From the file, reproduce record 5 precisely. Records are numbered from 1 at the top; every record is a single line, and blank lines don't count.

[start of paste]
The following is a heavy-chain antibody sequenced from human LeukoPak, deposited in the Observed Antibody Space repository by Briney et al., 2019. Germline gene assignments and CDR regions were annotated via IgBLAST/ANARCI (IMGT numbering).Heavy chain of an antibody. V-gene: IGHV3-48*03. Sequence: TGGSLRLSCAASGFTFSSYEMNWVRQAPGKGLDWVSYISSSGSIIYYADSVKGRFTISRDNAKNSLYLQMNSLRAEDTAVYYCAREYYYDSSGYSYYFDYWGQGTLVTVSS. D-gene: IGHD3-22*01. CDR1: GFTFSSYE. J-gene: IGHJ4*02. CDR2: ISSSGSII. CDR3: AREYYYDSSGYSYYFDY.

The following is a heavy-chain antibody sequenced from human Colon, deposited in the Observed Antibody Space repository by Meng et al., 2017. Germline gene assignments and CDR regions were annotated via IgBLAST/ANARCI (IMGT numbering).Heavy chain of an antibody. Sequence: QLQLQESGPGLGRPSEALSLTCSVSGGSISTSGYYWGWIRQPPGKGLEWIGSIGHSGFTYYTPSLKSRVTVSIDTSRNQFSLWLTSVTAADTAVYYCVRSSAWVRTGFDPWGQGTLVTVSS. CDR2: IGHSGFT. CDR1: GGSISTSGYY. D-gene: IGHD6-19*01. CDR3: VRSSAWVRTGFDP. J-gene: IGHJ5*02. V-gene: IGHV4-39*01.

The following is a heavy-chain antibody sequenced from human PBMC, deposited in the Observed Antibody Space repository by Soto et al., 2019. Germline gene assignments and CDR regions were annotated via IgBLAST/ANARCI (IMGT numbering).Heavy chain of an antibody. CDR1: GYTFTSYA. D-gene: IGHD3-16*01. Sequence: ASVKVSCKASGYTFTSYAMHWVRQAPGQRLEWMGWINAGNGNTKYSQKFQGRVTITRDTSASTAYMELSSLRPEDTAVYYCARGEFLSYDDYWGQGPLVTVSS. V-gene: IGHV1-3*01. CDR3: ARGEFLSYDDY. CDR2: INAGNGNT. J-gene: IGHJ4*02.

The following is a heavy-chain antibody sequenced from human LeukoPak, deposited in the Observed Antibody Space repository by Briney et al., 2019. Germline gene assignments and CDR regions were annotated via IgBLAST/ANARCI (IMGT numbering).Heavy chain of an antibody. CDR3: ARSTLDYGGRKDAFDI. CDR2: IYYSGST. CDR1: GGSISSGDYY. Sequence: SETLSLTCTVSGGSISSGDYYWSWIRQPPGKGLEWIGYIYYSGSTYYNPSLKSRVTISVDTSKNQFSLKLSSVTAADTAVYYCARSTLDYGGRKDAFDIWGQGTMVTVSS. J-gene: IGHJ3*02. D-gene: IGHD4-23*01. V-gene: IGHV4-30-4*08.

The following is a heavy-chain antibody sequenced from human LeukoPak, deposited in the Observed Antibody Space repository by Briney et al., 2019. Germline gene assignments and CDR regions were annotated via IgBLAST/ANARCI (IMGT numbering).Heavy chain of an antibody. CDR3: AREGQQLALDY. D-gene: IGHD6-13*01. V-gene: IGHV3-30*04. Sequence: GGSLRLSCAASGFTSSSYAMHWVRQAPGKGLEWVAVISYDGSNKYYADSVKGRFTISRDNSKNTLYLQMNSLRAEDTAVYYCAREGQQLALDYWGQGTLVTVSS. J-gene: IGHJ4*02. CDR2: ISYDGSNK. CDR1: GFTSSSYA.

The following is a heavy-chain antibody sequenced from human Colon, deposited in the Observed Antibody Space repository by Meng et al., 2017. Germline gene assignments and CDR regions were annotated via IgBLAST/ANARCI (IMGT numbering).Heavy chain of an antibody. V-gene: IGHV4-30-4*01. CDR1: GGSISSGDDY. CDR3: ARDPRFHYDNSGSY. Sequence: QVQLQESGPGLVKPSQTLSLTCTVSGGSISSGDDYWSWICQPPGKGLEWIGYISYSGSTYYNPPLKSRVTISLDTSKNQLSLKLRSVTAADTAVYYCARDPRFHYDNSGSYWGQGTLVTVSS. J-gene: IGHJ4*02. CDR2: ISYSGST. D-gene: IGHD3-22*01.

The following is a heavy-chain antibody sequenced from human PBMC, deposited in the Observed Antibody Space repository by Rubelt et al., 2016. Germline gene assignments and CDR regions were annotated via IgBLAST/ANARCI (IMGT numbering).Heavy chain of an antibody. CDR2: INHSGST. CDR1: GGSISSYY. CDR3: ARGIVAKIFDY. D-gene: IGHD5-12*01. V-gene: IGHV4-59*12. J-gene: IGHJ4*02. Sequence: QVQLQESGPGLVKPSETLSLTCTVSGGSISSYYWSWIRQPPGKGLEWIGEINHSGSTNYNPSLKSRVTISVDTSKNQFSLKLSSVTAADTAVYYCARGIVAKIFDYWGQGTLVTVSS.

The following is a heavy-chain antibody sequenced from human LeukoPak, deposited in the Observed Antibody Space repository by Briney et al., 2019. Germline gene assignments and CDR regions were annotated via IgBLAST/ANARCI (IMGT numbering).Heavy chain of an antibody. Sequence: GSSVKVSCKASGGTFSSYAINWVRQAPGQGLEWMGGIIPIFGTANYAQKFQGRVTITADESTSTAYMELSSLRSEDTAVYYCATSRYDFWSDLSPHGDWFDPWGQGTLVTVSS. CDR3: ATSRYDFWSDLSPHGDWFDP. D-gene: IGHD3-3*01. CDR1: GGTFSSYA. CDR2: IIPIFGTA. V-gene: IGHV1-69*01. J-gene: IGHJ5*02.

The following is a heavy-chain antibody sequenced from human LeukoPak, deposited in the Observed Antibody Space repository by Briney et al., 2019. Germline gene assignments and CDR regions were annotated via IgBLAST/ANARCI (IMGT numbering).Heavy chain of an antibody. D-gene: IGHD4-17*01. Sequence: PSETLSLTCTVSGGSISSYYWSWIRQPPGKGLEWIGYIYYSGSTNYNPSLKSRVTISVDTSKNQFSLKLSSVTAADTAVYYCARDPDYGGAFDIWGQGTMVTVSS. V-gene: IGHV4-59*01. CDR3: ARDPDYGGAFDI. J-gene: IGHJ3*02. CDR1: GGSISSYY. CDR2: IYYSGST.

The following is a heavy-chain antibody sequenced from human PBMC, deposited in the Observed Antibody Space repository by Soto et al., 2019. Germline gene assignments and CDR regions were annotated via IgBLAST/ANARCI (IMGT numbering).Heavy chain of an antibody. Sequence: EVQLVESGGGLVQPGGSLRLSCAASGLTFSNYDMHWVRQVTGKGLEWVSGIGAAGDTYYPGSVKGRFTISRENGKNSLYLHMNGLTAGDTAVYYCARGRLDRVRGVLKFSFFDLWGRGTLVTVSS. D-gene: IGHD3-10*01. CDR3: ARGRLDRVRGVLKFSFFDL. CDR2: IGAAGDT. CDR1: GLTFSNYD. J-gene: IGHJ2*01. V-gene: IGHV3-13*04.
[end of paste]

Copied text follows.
The following is a heavy-chain antibody sequenced from human LeukoPak, deposited in the Observed Antibody Space repository by Briney et al., 2019. Germline gene assignments and CDR regions were annotated via IgBLAST/ANARCI (IMGT numbering).Heavy chain of an antibody. CDR3: AREGQQLALDY. D-gene: IGHD6-13*01. V-gene: IGHV3-30*04. Sequence: GGSLRLSCAASGFTSSSYAMHWVRQAPGKGLEWVAVISYDGSNKYYADSVKGRFTISRDNSKNTLYLQMNSLRAEDTAVYYCAREGQQLALDYWGQGTLVTVSS. J-gene: IGHJ4*02. CDR2: ISYDGSNK. CDR1: GFTSSSYA.